One thing that was very different in Johannesburg than in the US was the anger in the eyes of Johannesburg’s homeless – they were the eyes of people who’d been hurt. I thought perhaps this was because they’ve never been given an opportunity or chance in life. Of course, I was just putting myself in their shoes trying to understand what caused this.

Some of them were just teenagers, hustling the streets for a Rand. They seemed too young to be angry about life but realized they’d probably encountered inequality that I couldn’t even imagine. Envy, jealousy or being upset are just temperamental while anger ferments inside you when you feel you have nothing left. I could nothing for these people but just observe.

This is when I started to really understand empathy for others. Thinking about a story about why they were so angry to want to hurt others made me create stories about them. This, in turn, helped me to try to understand them without actually speaking to them. This was really the point where I started to understand what empathy actually is, not what I thought it was.  I used to think, “yeah, I get it. Your life is a lot harder than mine or let me help and give advice. If you do X, Y, Z you will do better” That wasn’t empathy. That was privilege or arrogance I though.

That night, I reflected more deeply about my own self. How silly I could be about getting angry over meaningless business discussions back home. How silly it was to get angry at myself over decisions and things. Not only shouldn’t I be angry, I no longer felt the right to be angry. Certainly, I wasn’t the only angry person in the USA. We just elected one of the angriest humans on earth as president. Anger was a problem in our country but it wasn’t the anger that I saw in the eyes of South Africans. That was venomously caused by trauma, mistreatment, and lack of opportunity. Whereas in the USA there was a lot of disappointment due to the loss of economic opportunity in certain states with a bit of envy and maybe even racism sprinkled on top.

Mandela once said: “That day when I stepped out of prison and looked at the people observing, a flush of anger hit me with the thought that they had robbed me of 27 years. Then the Spirit of Jesus said to me, ‘Nelson, while you were in prison you were free, now that you are free don’t become a prisoner.’” He was obviously an unknowing Zen master, always courageous and polite. He’d learned how anger can imprison you and narrow your mind so darkly that you can’t see the light. I wanted to learn more about anger in my development as a person. For it had haunted me and while I couldn’t yet laugh at it or stare it down, I wanted to learn more.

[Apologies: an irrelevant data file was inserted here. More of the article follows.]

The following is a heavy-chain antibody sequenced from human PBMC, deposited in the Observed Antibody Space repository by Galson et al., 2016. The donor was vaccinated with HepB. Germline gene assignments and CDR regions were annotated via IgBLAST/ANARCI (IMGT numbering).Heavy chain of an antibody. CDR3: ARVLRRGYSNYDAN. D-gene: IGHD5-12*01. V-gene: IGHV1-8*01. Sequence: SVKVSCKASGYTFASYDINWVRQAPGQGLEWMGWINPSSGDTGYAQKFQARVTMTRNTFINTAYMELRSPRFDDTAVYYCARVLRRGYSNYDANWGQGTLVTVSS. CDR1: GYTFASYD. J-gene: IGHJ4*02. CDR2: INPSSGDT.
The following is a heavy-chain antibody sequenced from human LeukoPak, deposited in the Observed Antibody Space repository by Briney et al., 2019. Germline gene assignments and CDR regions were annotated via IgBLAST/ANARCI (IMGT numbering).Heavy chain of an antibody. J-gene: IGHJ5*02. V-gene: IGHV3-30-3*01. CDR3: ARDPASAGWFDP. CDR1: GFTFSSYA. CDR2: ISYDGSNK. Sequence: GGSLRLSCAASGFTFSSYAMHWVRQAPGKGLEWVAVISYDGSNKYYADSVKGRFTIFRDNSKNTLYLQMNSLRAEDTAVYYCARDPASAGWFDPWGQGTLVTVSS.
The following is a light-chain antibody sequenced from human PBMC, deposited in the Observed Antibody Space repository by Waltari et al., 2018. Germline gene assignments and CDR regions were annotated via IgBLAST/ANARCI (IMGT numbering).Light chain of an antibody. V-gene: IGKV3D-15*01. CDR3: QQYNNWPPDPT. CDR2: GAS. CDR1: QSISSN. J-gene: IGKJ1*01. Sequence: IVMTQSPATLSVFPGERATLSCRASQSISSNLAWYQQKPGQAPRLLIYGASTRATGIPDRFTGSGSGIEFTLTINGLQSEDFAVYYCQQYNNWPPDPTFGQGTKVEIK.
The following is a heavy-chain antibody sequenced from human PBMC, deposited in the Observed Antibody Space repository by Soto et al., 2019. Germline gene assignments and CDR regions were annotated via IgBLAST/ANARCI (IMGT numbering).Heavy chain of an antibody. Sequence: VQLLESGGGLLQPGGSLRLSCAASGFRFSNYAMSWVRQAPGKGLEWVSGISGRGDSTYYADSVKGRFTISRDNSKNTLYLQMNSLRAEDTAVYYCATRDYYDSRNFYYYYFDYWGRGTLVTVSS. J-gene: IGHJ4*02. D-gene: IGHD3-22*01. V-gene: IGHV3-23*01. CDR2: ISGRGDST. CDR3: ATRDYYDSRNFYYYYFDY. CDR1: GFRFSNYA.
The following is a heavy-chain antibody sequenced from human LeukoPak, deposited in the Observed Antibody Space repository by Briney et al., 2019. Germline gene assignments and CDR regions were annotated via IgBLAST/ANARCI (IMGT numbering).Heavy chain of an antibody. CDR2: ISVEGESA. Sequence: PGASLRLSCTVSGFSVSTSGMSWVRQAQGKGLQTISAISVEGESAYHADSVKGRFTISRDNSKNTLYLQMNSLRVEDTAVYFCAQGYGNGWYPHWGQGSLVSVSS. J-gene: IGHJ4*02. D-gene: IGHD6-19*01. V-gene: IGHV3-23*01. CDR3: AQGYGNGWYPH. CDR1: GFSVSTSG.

While I was itching to get out and see the rest of the country, I was also a bit scared after what I’d seen and experienced. Perhaps fearful of the unknown. Would I be okay exploring on my own? I didn’t know but I wanted to try….and to see if Steve Biko was right: “There are few men of love only cold men in this country.”

I decided to head to Lesotho on my way to Durban. I grabbed a rental car, steered to the ‘wrong side of the road’ as I laughingly thought in terms of my US frame of mind. It was a seven-hour drive to Lesotho, mostly through barren landscapes interspersed with farms. I stopped in Kroonstad to buy a chicken sandwich and asked the cashier what it was like driving to Lesotho. She said “fine, it’s beautiful there!”, making me wonder why I’d ever considered there might be an issue. On the drive, I got lost in the Free State district and drove down the road of someone’s farm. As the sunset, I pulled over and had a chat with the farmer. He said we don’t see Americans out here, I replied we don’t see sunsets like this over there. He smiled. I took a picture and went on my way until I reached the Lesotho border at night.

Street Art in Johannesburg
Prison cells in Johannesburg
Gandhi Quotes